Posted in Behind the News

How I got that Trump photo

, by Lauren Easton

On the final night of the Republican National Convention, AP photographer Mark Terrill captured a dramatic image of Donald Trump from above that had people talking.

Plans for capturing a different acceptance photo had been in motion for months, since a media walkthrough of Quicken Loans Arena in the spring. The execution on Thursday night required resourcefulness, teamwork and stealth.

Republican Presidential Candidate Donald Trump wraps up his acceptance speech during the final day of the Republican National Convention in Cleveland, Thursday, July 21, 2016. (AP Photo/Mark J. Terrill)

“While we had left the exact positioning and lensing up to Mark Terrill, Senior Director of Global Technology Support Howard Gros and his team had to plan for it ahead of time to build a network ring around the catwalk, so we could get the picture on a timely basis for our members and subscribers,” said David Ake, assistant chief of bureau for photos in Washington.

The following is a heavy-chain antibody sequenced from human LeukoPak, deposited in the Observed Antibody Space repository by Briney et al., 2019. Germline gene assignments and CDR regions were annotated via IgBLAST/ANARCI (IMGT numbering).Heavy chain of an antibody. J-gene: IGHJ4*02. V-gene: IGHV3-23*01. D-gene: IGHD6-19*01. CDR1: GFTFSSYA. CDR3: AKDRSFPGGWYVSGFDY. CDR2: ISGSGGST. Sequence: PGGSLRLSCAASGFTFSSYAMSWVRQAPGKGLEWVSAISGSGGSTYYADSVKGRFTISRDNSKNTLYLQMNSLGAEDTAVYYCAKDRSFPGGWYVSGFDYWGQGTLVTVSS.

Terrill was on the convention floor when he took the photo remotely via a Nikon D4S camera with a 200–400 lens that was previously positioned up in the catwalk.

He explained how he and a colleague had set up the shot days earlier:

After putting a wide-angle camera that showed the front of the stage in the catwalk with everyone else’s cameras, technician Mark Weisheimer and I walked around the catwalk looking for the reverse angle location that we had planned for and found that one. It was a very small area that wasn’t blocked by apparatus and I doubt anyone else could have mounted there even if they had found it.

Also this week, Terrill hosted a Facebook Live chat, in which he provided a behind-the-scenes look at the convention.